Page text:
Kempson's company also treats accompanying mental disorders, including schizophrenia, depression, bipolar, anxiety, and ADD/ADHD.



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Neighbor Objections in More Detail

Using the property as a detox center rather than a half-way house for women has multiple issues, according to Janet Church. She says:

  • Use will be for patients in detox (the first step in recovery), not as halfway house for patients further along in treatment. (Crawford House was for residents who were free from drugs for 14 days, and usually longer).

  • The detox center would be for women and men. Crawford House was for women only. (Originally for women in alcohol recovery only.)

  • There will be pharmaceuticals on site.

  • A nurse will be required on site.

  • Men and women in the detox center would have no security to monitor their comings and goings within the community. They are not supposed to leave, but nothing is stopping them. These are patients in full-on detox.

  • The Crawford House residents were incentivized to stay. About 95 percent of them were there under court order and feared calls to their parole officer. There is nothing to keep these proposed private insurance detox patients from leaving the facility or breaking rules

Church adds that there are an "enormous number of empty commercial properties in more suitable areas in the state of New Jersey — even within [Montgomery] Township."


She also cited "false, questionable statements made by the applicant. According to Church, applicant:

  • Gave no specific stats on shortage of these facilities in NJ for privately insured patients.

  • The applicant said he was not aware of location of a detox facility in the area, let alone the township, however, Carrier Clinic just a few miles away. It is a fenced, locked facility. Also, Princeton Detox & Recovery Center and Princeton Behavioral Health are nearby.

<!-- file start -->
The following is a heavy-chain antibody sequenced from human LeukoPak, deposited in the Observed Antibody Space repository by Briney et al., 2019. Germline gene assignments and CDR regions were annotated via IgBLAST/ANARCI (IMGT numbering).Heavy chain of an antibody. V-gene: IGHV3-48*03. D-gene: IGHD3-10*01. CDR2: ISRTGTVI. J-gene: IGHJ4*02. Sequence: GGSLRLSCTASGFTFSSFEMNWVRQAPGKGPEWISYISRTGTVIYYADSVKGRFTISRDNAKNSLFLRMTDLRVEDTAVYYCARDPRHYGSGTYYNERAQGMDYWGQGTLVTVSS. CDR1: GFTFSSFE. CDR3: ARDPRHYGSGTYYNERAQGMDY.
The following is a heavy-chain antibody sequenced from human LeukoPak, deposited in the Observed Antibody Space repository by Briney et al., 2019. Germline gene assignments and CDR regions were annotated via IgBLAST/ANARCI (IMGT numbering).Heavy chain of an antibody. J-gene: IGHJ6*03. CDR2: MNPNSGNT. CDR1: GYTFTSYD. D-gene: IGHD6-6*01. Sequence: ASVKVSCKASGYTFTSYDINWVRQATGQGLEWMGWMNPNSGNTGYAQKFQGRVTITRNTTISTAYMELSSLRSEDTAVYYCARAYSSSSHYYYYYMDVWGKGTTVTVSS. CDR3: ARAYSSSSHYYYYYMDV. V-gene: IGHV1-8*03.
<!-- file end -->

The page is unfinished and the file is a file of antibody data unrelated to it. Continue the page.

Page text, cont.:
• Crawford House did not allow for residents to leave the facility according to the former Crawford House director — however, they were seen out on daily walks in the community, even by the police.

  • The applicant said, “Once the patients are there, they would not be allowed to come and go from the site." In other words, when they are there, they go through the detox and in-patient process and will be restricted to the building. This was countered by the applicant saying they could go outside for smoking breaks. Then saying the residents can leave. Nothing to stop them.

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Vanguard Treatment

Attorney Lario told the Zoning Board that Montgomery township was ahead of its time when it approved one of the state’s first treatment centers for drug and alcohol addiction.


“In 1977, the township had approved a use variance for this site to allow a half-way house for women in recovery from the disease of addiction,” he said. “The Betty Ford Clinic, which put these facilities in the mainstream, didn’t open until 1982. I say that, because Montgomery Township was on the vanguard when it came to realizing the importance of these facilities.”


“And way back then, it fought to have one of these facilities in its community. And I say fought because a neighbor appealed that approval, and Montgomery Township went to court to allow the approval to remain — and the township won.” That was for the establishment of the Crawford House.


Is a neighborhood the best place for detox patients though?

At the time, of the Crawford House closing, a source close to the story told The Montgomery News that, “Apparently the financial stresses that have long frustrated addiction recovery programs – principally, extremely low federal and state reimbursement rates – have become a much bigger problem during the pandemic, such that occupancy at Crawford House has fallen below 50 percent, making it basically impossible to keep the doors open.”


Perhaps privately insured patients will better be able to afford the treatment. If the substance abusers still have private health insurance, perhaps they have not yet hit the rock bottom. One wonders why the healthcare system could not provide for the women of Crawford House. ■